In 2016 alone, drug overdoses killed nearly as many Americans as the total amount who died in the Vietnam War, according to a report from the Police Executive Research Forum.
      As a retired soldier, I know that if any person or nation killed that many Americans, we would pull up our bootstraps and go to war with them. How then can an administration which has rightfully declared opioid addiction a national emergency, strip us of our ability to fight?
      Medical cannabis can save lives in a country where opioids continue to take them. It offers patients an alternative to addictive opioids. It also helps combat withdrawal symptoms and could give those struggling with addiction a way to detox without feeling as though they are dying. It could be an effective way to help those who have fallen prey to addiction to rebuild their lives.
      Last year, as a freshman state senator, I sponsored legislation to legalize medical cannabis in West Virginia with the hopes that it would help our state combat opioid dependence. I’m a Democrat in a legislature where Republicans have a super-majority, but we were able to get this bill passed and signed by the governor in April 2017. This rare show of bipartisanship didn’t happen because we’re all singing Kumbaya and getting along. It happened because the devastation of addiction is so obvious where we live that my colleagues could not in good conscience deny our citizens a chance to escape this scourge.

        Will new Justice Dept. guidance affect legal pot?

      When our bill was signed into law, I felt hopeful. We still don’t have nearly enough treatment facilities or nearly enough funding to deal with the overwhelming addiction in West Virginia. But at least medical cannabis could be a fresh line of attack and give the state a better chance at restoring our families and rebuilding our communities.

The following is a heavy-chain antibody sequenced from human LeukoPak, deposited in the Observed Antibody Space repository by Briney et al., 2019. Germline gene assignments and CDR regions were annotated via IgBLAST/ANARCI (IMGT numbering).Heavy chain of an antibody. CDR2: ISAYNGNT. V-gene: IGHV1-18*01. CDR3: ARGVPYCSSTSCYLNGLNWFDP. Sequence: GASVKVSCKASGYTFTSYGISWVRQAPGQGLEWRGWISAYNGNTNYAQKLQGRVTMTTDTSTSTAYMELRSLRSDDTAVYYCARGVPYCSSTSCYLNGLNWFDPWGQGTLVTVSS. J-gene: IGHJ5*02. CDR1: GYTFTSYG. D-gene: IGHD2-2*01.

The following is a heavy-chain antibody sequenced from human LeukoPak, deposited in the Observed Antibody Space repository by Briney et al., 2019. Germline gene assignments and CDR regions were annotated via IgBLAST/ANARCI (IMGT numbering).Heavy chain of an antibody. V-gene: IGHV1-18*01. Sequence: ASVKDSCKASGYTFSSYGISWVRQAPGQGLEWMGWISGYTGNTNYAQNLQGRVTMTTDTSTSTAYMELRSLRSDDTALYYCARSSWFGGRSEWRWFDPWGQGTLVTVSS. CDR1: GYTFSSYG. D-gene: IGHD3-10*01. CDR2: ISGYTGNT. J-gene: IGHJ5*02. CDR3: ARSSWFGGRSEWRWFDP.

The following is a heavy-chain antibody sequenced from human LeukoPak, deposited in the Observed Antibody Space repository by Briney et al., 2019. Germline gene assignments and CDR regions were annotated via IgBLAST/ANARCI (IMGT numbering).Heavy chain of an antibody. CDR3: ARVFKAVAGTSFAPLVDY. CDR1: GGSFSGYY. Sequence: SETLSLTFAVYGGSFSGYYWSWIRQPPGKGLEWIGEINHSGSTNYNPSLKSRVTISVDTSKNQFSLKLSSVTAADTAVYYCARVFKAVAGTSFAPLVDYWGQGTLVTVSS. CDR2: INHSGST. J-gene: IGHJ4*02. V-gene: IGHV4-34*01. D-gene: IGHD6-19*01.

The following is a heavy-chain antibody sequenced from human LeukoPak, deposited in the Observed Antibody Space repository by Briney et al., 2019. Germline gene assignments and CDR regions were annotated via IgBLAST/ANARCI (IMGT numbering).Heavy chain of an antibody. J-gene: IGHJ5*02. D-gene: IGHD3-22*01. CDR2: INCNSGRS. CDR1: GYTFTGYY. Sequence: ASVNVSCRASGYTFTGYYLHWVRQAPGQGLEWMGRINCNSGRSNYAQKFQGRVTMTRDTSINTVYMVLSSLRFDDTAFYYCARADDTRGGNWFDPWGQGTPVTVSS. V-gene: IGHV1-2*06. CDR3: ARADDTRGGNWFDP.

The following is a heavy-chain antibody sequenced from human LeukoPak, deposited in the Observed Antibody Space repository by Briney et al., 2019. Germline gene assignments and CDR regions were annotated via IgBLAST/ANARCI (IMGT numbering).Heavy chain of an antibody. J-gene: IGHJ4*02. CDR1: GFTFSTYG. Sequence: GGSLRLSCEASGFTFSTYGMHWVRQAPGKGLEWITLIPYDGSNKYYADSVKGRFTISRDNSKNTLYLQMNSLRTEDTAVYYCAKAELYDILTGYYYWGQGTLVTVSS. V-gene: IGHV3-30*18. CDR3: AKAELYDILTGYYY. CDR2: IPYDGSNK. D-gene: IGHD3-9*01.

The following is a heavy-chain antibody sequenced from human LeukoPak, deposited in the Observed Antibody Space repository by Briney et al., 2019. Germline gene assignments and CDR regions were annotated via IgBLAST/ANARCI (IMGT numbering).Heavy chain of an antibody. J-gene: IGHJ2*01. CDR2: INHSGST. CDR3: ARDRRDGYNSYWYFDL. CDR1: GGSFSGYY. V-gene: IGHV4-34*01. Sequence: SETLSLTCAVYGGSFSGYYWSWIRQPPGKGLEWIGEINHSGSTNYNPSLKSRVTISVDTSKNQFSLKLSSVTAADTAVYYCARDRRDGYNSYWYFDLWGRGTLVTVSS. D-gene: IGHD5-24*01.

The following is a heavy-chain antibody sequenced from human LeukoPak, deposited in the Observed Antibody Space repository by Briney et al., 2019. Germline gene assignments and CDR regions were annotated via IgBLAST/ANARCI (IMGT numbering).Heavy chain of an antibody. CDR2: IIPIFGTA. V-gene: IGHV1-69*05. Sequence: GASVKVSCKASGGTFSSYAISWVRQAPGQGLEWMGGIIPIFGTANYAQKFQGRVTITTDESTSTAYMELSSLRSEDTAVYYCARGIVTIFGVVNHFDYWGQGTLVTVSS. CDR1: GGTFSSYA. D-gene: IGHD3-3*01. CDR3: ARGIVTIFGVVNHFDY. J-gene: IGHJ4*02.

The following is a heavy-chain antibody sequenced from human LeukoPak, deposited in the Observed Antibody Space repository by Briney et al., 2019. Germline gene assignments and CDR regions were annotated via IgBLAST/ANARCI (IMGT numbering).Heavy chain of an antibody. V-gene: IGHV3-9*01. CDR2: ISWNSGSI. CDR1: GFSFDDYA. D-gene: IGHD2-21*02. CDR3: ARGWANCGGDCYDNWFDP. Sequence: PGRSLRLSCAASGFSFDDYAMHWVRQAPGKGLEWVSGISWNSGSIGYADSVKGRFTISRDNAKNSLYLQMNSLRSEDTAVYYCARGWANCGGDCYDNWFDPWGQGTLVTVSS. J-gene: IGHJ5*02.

Sessions’ attack on cannabis patients cynically hurts the very people who so enthusiastically sent this administration to Washington, the ones Democrats and Republicans in West Virginia came together to try to protect.
      So I have some friendly advice for Jeff Sessions from the front lines of the addiction crisis. If he’s interested in fighting a war on drugs, then maybe he should look toward Congress, lobbyists and drug distributors. According to a joint report by “60 Minutes” and The Washington Post, a former DEA agent says all three played a role in fueling the spread of the opioid crisis.

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      Maybe he should find out why pharmaceutical companies thought nothing of shipping 9 million pain pills into Kermit, a tiny town of just 392 people in my congressional district. Maybe he should take a look at the politicians who took big contributions from these same drug makers and then turned the other cheek as the pills flooded in and our towns turned into war zones. Because I can promise you that the true drug problem is not sitting in dispensaries in Colorado.
      I have watched as my home state struggles to reverse the crippling effects of opioid addiction and I will not sit quiet while Sessions threatens our efforts to overcome it. He thinks that cannabis is a gateway drug. I agree. It is a gateway to a life free of opioid addiction.

      Read more: http://edition.cnn.com/

      Marissa SafontSessions just made the opioid war harder to win